Egyptian researchers studied the effects of black seed oil on 40 patients with rheumatoid arthritis (commonly known as rheumatism). Subjects took two placebo capsules daily for the first month. For the following month, they received two capsules a day, each containing 500 mg of black cumin oil. After this month, the number of swollen joints and morning joint stiffness had decreased significantly compared to the previous month.

Black seed oil for gingivitis

Black seed oil is often recommended for oil pulling because of its antibacterial and anti-inflammatory effects. With oil pulling, a teaspoon of oil is moved back and forth in the mouth for 10 to 20 minutes and sucked through the spaces between the teeth. The oil is then spat out. The Ayurvedic ritual is becoming increasingly popular.

A 2019 study looked at how black seed oil affects oral health. 24 volunteers with moderate to severe gingivitis (periodontitis) took part in the study. Half of their teeth were treated with an alcoholic black cumin extract for three consecutive days. As a result, gingivitis was significantly reduced and plaque formation also decreased.

Black cumin and cancer

The substance thymoquinone contained in black cumin has shown a strong anti-cancer effect in various types of cancer – including colon, liver, breast, cervical, lung, and pancreatic cancer. This emerges from a review in which Italian and Spanish researchers compiled the current state of research.

Thymoquinone develops its anti-cancer effect in different ways: in colon cancer, for example, thymoquinone led to a reduction in tumor volume. In liver cancer, it inhibited the growth of cancer cells, while in pancreatic cancer, it reduced the viability of cancer cells. These results come from cell and animal models in which black cumin extract, black cumin oil, or pure thymoquinone were used in very different doses.

There have only been a few clinical studies to date. In children with leukemia, a dose of 40 mg of pure and isolated thymoquinone per kilogram of body weight twice daily for six months, together with other anti-cancer drugs, resulting in a remission rate of 92 percent. Remission means that the symptoms subsided without a cure being achieved. Researchers suspect that black cumin could be used in combination with other cancer therapies such as chemotherapy in the future, as it provides some protection against their side effects and can increase their effectiveness.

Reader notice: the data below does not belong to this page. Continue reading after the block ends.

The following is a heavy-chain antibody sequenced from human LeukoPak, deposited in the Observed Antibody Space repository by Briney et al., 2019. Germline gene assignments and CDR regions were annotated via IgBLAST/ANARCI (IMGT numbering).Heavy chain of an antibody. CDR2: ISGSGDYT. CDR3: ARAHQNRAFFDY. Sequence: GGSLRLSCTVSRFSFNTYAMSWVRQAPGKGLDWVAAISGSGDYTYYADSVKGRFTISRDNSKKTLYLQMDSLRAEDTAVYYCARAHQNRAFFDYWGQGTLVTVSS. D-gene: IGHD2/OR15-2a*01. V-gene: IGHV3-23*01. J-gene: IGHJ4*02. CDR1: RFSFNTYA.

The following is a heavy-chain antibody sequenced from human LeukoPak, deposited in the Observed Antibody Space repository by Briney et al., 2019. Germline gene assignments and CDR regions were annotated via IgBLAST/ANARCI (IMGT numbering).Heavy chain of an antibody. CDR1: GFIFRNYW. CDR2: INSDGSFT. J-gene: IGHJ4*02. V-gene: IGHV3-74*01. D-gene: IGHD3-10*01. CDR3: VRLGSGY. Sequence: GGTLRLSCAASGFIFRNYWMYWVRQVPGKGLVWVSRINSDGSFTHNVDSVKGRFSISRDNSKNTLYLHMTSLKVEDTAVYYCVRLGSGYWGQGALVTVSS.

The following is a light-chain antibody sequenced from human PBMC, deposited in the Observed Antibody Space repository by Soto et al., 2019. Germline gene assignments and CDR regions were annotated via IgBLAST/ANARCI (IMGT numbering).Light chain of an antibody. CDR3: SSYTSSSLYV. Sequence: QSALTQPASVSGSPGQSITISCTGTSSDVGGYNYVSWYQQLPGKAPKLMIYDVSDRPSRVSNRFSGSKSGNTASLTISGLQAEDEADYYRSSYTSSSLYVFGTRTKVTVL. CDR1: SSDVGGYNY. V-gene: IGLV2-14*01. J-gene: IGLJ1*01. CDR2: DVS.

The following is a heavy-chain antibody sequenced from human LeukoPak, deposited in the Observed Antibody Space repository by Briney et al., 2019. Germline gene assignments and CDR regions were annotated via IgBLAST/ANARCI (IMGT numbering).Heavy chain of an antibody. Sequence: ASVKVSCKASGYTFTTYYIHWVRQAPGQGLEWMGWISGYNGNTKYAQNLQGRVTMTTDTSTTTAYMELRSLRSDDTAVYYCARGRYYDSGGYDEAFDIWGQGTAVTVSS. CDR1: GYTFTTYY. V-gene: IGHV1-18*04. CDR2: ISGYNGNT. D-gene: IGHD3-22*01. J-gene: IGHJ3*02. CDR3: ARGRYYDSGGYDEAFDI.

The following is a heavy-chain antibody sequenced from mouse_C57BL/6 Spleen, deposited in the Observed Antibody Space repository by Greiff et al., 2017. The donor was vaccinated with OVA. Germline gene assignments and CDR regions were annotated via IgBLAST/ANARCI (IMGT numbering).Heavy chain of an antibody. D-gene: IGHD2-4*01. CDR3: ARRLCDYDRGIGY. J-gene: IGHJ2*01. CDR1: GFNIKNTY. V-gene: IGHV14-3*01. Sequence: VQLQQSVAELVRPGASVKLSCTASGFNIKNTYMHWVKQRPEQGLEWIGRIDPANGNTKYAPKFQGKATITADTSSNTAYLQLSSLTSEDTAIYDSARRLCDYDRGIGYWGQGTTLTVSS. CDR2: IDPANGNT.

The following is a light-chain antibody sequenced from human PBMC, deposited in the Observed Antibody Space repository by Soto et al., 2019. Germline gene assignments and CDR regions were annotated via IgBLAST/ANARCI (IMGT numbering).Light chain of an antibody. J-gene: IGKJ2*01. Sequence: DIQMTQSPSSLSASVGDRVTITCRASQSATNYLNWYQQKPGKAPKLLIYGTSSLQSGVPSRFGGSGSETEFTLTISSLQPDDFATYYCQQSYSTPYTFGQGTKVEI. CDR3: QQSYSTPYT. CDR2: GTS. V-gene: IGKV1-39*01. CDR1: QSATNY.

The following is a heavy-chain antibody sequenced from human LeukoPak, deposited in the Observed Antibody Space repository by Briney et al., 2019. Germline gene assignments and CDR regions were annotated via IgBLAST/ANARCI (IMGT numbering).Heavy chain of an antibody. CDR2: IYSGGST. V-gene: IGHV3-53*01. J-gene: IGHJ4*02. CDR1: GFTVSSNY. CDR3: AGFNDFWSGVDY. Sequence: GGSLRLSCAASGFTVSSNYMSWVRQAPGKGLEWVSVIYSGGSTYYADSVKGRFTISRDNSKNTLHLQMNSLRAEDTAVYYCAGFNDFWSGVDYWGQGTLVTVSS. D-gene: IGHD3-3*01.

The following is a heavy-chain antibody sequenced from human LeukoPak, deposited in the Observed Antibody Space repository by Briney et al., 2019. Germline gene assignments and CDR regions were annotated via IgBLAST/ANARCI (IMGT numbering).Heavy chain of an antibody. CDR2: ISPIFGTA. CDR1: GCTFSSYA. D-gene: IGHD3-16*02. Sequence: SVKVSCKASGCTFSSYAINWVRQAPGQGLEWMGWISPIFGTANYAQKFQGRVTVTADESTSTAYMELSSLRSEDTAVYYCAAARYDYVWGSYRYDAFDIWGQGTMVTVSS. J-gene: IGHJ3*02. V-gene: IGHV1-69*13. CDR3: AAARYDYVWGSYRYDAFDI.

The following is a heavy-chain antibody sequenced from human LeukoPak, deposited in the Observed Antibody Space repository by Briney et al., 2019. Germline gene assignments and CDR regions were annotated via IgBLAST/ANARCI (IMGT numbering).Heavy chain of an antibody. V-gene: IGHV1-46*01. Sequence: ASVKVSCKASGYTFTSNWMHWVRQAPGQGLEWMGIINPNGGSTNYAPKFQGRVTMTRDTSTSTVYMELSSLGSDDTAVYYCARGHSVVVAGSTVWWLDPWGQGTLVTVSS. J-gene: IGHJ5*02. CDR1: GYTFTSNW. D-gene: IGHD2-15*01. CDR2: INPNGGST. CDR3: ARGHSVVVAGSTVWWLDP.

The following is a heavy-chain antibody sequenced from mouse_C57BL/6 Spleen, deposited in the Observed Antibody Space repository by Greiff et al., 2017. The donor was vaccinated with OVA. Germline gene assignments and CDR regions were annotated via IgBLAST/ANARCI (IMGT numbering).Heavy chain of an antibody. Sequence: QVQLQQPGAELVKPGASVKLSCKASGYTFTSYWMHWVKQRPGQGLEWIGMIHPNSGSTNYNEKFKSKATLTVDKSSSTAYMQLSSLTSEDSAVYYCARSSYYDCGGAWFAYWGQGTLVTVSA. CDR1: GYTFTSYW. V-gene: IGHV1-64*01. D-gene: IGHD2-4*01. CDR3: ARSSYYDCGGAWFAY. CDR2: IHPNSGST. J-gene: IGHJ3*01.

Buy black cumin – you should pay attention to that

Black cumin seeds are available whole or as a powder in spice shops, online shops, and also in supermarkets. Black seed is sometimes sold under the name Kalonji – that’s what it’s called in parts of India. Black cumin oil, black cumin oil capsules, and black cumin oil creams and ointments are also available. These products are sold in pharmacies, drugstores, and online shops.

Black cumin oil – important quality features

When buying black cumin oil, it is important to pay attention to the quality: Only cold-pressed organic black cumin oil should end up in the shopping basket. With cold pressing, the ingredients of the black cumin are preserved as best as possible – higher temperatures, on the other hand, damage them. Another quality feature is the first pressing. The seeds are pressed only once. With the second pressing, on the other hand, the pomace is pressed out again, which increases the yield but reduces the quality of the oil.

You can also buy filtered or unfiltered black cumin oil. The filtering also removes some of the health-promoting substances (turbid and suspended matter). However, they are still present in unfiltered oil. As a result, the unfiltered oil tastes more intense has a darker color, and is thicker. Before use, the unfiltered oil should be shaken well.

Sprouted black cumin seed oil is also available. This should be particularly digestible and also healthier since the production of vital substances is boosted when the seeds germinate. You get the black cumin oil from germinated seeds z. B. in the Myfairtrade shop.

Black cumin oil capsules

Black cumin oil capsules make it easier for people who cannot get used to the intense aroma of black cumin oil to take it. Black cumin oil has a very spicy taste – the capsules, on the other hand, only taste very subtly of black cumin.

First of all, it is important to pay attention to the ingredients of the capsules: Most of the time, each capsule contains 500 mg of black cumin oil. The black cumin used should come from organic cultivation, otherwise, it could contain chemical residues. In addition, no dyes or release agents should be added to the capsules. Many suppliers already do without these additives in their products. Those who live vegan also rely on capsules without gelatine.

Many capsules also contain vitamin E. Since this is an antioxidant, it is intended as a natural preservative to protect the unsaturated fatty acids in the oil from oxidative processes.

Taking black seed oil – dosage, frequency, and timing